One bai example (polls a good manj
I Cheeky John Forster.
In "William Harrison Alnsworth and
His Friends" the author. S. M. Ellis,
tells a quaint story of Alnsworth and
ibis friend John Forster. Alnsworth
bad discovered a tine set of Hogarth's
engravings which was held at 5, a
sum which, he said. "I could not just
then spare or at least did not think I
ought to spare. I took John Forster
down to see the Hogartbs, whereupon
he actually said that he would and
must have them himself nnd as be had
not 5 of loose money at that moment
I should lend that sum to him. 1
myself nul could not afford to lay out
the money; bow. rhen, could I lend lt-
to him? It was of no use. ne over
ruled me. had the 5 of me nnd bought
the Hognrths I was longing for."
The Moves In Chess.
In the number of possible moves
chess stands nlono among games, and
not only Is It perfectly safo to say thai
no living man has ever made even
once every possible move, but It Is
highly Improbable that in all the cen
turies of the history of the game lias
every possible move been made. The
different wnys of playing the first four
moves on each side aro so numerous
that If every man, woman nnd child
In a city of half a million population
were to set to work playing them at
the rate of four moves a minute night
and day It would be more than a year
before any one would bo able to leave
A Freak Tortoise.
"Patrick, Patrick!" admonished a
lady. "Bo careful wbero you are walk
ing! You nearly, trod upon my darling
"Och, be alsy, me lady!" rejoined her
Irish gardener. "Shuns nn' I wouldn't
hurt a hair of his head, the sweet cra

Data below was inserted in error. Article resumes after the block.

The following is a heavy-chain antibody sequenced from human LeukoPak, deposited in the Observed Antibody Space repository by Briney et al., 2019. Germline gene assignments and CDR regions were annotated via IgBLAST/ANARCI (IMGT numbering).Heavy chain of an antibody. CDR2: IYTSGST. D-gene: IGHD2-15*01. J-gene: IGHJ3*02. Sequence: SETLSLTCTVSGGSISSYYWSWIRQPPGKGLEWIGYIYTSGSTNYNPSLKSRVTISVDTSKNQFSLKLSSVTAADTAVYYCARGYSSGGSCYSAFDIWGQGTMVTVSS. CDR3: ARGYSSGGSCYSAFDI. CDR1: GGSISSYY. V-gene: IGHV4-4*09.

tur!" London Telegraph.
Kindly Old Mnn Well, my little
man, what would you like to be when
you grow up?
Little Man I'd like to be n nice old
gentleman like you, with nothin' to do
but walk around nnd ask questions,
A bright little lad heard his parents
talking about the salaries of teachers.
"I don't seo why they should pay the
teachers," he said very seriously,
"when we children do all tho work."'
Policeman (to clubman returning
home late) nere. you can't open the
door with that. It's your cigar. Club
manGreat Scott, then I have smoked
my latchkey! Hire.
The Yankee Twist.
"You can always tell an English
man," said tho Briton proudly,
"Of course you can," replied the Yan
kee, "but It doesn't do any good."
There are two kinds of freckles, tho
t summer visitors and the permanent
residents. The former can sometimes
be removed by the application of any
one of many mild lotions.
, Crushed strawberries are reconi
mended. Finely powdered cinnanio;i
mixed with four times Its bulk of
honey nnd applied night and niorniiu
has done good. Pea broth Intent"! :
has boon credited with hclpfulne-s.
Some country maidens swear Jjy the
distilled water of wild tansy locally
used. Distilled elder flower water is an
old time preventive nnd remedy. I.ej
on juice Is found by some to suffice.
Peroxide of hydrogen has Its support
ers. Our great grandmothers used to
prepare in the still room, from garden
and wayside flowers, waters credited
with giving and preserving the pink
and white delicacy of skin they so
Permanent freckles will not yield to
any such mild measures. Undoubtedly
they can be lightened by any of the
things that banish summer freckles,
but they do not disappear.
Dry Lips. '
Lips dry and constantly chapped
are apt to Indicate a poor condition of
the blood, so that a person who has
this symptom would do well to consult
a physician ns to her general health.
But, whether or not this is necessary,
external preparations applied locally
will relieve any Irritation and some
times effect a cure. When chapping
takes the form of deep cracks, almost
like cuts, gum benzoin Is the best ap
plication that can be made. Grease for
that purpose is not desirable, as the
skin must be drawn together and dried
in order that It may heal. This is the
action of gum benzoin. A bit should